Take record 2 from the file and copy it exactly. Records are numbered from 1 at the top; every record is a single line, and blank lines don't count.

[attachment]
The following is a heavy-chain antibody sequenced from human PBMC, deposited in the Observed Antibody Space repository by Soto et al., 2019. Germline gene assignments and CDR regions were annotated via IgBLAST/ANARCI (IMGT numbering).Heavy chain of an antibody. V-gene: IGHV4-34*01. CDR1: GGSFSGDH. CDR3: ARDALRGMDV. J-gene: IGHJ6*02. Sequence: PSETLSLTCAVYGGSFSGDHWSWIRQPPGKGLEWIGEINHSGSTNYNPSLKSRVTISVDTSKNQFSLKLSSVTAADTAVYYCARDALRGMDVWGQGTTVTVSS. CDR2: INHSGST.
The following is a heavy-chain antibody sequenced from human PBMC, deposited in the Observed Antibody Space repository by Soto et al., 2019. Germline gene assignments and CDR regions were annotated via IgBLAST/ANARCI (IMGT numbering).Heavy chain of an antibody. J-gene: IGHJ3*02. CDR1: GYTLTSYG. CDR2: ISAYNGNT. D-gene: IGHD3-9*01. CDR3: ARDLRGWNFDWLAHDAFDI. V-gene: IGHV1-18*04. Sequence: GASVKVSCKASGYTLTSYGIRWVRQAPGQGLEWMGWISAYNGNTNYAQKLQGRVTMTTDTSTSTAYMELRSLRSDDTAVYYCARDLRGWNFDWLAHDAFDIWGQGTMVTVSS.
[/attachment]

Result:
The following is a heavy-chain antibody sequenced from human PBMC, deposited in the Observed Antibody Space repository by Soto et al., 2019. Germline gene assignments and CDR regions were annotated via IgBLAST/ANARCI (IMGT numbering).Heavy chain of an antibody. J-gene: IGHJ3*02. CDR1: GYTLTSYG. CDR2: ISAYNGNT. D-gene: IGHD3-9*01. CDR3: ARDLRGWNFDWLAHDAFDI. V-gene: IGHV1-18*04. Sequence: GASVKVSCKASGYTLTSYGIRWVRQAPGQGLEWMGWISAYNGNTNYAQKLQGRVTMTTDTSTSTAYMELRSLRSDDTAVYYCARDLRGWNFDWLAHDAFDIWGQGTMVTVSS.